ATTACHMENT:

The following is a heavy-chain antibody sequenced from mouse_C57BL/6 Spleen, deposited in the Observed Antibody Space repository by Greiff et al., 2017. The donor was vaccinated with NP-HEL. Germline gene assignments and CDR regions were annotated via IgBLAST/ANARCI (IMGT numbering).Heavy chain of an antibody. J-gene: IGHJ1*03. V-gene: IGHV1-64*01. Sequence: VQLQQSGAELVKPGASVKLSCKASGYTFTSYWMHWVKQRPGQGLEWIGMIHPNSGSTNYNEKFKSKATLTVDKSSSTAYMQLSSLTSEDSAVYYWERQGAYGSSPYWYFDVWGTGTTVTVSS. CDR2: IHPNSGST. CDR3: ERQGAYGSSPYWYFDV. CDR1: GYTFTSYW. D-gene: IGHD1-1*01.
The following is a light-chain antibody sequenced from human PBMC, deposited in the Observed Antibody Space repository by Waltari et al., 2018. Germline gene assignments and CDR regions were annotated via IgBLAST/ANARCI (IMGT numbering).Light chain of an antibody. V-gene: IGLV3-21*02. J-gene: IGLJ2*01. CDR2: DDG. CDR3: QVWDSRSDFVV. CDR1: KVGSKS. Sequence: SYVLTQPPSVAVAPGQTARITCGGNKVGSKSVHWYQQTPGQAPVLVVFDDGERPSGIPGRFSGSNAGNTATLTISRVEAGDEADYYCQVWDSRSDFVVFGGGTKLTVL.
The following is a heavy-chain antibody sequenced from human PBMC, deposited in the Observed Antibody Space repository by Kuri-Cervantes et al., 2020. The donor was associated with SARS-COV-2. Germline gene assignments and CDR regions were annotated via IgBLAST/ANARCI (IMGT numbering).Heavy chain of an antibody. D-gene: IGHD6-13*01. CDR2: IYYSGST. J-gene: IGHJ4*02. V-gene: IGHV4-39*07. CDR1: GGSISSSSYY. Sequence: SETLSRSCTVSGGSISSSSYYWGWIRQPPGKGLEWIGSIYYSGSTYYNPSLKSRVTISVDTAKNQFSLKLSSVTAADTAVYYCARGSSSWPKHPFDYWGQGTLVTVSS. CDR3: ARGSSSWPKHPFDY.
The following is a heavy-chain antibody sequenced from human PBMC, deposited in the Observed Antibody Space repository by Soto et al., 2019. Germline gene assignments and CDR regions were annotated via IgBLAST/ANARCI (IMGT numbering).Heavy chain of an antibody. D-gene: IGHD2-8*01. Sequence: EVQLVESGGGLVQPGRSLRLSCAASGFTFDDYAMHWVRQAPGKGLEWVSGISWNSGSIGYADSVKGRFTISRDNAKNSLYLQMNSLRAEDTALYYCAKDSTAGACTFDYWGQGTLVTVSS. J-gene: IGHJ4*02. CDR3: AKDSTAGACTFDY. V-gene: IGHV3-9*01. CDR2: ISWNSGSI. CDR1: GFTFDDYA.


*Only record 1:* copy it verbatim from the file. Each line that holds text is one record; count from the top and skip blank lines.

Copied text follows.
The following is a heavy-chain antibody sequenced from mouse_C57BL/6 Spleen, deposited in the Observed Antibody Space repository by Greiff et al., 2017. The donor was vaccinated with NP-HEL. Germline gene assignments and CDR regions were annotated via IgBLAST/ANARCI (IMGT numbering).Heavy chain of an antibody. J-gene: IGHJ1*03. V-gene: IGHV1-64*01. Sequence: VQLQQSGAELVKPGASVKLSCKASGYTFTSYWMHWVKQRPGQGLEWIGMIHPNSGSTNYNEKFKSKATLTVDKSSSTAYMQLSSLTSEDSAVYYWERQGAYGSSPYWYFDVWGTGTTVTVSS. CDR2: IHPNSGST. CDR3: ERQGAYGSSPYWYFDV. CDR1: GYTFTSYW. D-gene: IGHD1-1*01.